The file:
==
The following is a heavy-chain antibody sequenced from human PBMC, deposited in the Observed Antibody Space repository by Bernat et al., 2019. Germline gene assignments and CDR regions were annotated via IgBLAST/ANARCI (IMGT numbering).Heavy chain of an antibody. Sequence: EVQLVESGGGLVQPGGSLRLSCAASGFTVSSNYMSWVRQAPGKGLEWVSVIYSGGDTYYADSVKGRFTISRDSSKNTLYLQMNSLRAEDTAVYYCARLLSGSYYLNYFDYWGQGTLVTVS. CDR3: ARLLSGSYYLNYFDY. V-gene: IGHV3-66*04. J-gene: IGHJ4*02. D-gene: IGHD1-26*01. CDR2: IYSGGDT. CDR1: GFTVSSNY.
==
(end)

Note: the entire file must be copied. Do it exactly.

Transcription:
The following is a heavy-chain antibody sequenced from human PBMC, deposited in the Observed Antibody Space repository by Bernat et al., 2019. Germline gene assignments and CDR regions were annotated via IgBLAST/ANARCI (IMGT numbering).Heavy chain of an antibody. Sequence: EVQLVESGGGLVQPGGSLRLSCAASGFTVSSNYMSWVRQAPGKGLEWVSVIYSGGDTYYADSVKGRFTISRDSSKNTLYLQMNSLRAEDTAVYYCARLLSGSYYLNYFDYWGQGTLVTVS. CDR3: ARLLSGSYYLNYFDY. V-gene: IGHV3-66*04. J-gene: IGHJ4*02. D-gene: IGHD1-26*01. CDR2: IYSGGDT. CDR1: GFTVSSNY.